Opinion By Bill McEwen
By Bill McEwen
I feel Steve Brandau’s pain.
The Fresno city councilman has sticker shock over the cost of a proposed Blackstone Avenue affordable housing project. Upon doing the math, Brandau announced to the world that the per-unit cost for the 88 apartments was more than $430,000.
The city could go out into the private market and buy 88 pretty nice homes and have money left over, Brandau said. Why not do that instead?
Let’s consider his idea.
The biggest hurdle, as pointed out by affordable housing experts, is that the state of California doesn’t fund a program that attempts to address the state’s housing crisis in this manner.
However, Preston Prince of the Fresno Housing Authority and Jake Lingo, vice president for the Blackstone project developer, said in interviews with GV Wire’s David Taub that there is merit to Brandau’s idea.
Another consideration: Buying up existing housing stock in sufficient numbers to dent Fresno County’s affordable housing shortage — estimated at more than 41,000 units — would significantly raise home costs for families with the means to purchase one.
Let’s Try This Instead
A better idea might be to have the state provide funding and low-interest loans that help affordable housing developers buy and rehab a significant portion of Fresno’s “slumlord” housing stock and make neighborhood infrastructure repairs.
In addition, Brandau doesn’t credit the Blackstone project for eliminating blight and for providing relocation costs to the businesses that occupy the ground where the four-story, multi-use project is proposed. Nor does he address the positive impact that the $38 million project would have on an area begging for investment.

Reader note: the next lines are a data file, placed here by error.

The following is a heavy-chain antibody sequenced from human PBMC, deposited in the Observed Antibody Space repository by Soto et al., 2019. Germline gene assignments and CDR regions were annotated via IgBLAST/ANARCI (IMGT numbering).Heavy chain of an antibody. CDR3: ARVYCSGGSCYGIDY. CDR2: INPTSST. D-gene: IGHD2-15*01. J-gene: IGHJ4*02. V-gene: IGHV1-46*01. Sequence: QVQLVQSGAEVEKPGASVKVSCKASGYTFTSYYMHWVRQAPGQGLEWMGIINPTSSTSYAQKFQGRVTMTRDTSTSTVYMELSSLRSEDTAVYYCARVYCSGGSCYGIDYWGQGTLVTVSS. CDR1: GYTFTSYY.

The project also includes 2,000-square feet designated by the developer for $1 annual rental as a senior center. That isn’t big enough to accommodate Fresno City Councilman Clint Olivier’s vision for a senior center, but it is a start.
Finally, Brandau hasn’t surveyed Fresno residents about how they would feel about homes in their neighborhood becoming subsidized rentals. History shows that many Fresnans object vociferously to affordable housing projects in their neighborhoods.
Other Cities Would Love to Have This $38 Million Project
Both Brandau and District 6 Councilman Garry Bredefeld have publicly voiced opposition to the project. I ask them: You would rather see this investment go elsewhere in California? Believe me, other cities would embrace and pass a similar proposal in a heartbeat.
There’s something else to consider, too. As “clicks” increasingly win the war against “bricks” for consumer spending, Fresno and other Valley cities may very well be saddled with a glut of retail space. Converting strip malls and other blighted retail space to affordable housing could be a viable strategy for fixing California’s housing shortage and skyrocketing costs.
Team With Developers and Lawmakers on Innovative Programs
Government works best when it uses a wide array of tools.
It behooves Brandau and Bredefeld to work with affordable housing developers on proposals to renovate Fresno’s and the state’s blighted housing stock. Once they have teamed up on a solid proposal, they could talk to state lawmakers about starting a pilot program.
Over time, we would learn what approaches deliver the best bang for the buck.
There is no shortage of bumper-sticker ideas for fixing what’s wrong with Fresno.
Perhaps if more politicians put down their talking points, rolled up their sleeves and did the hard work of finding workable solutions, residents would benefit more often.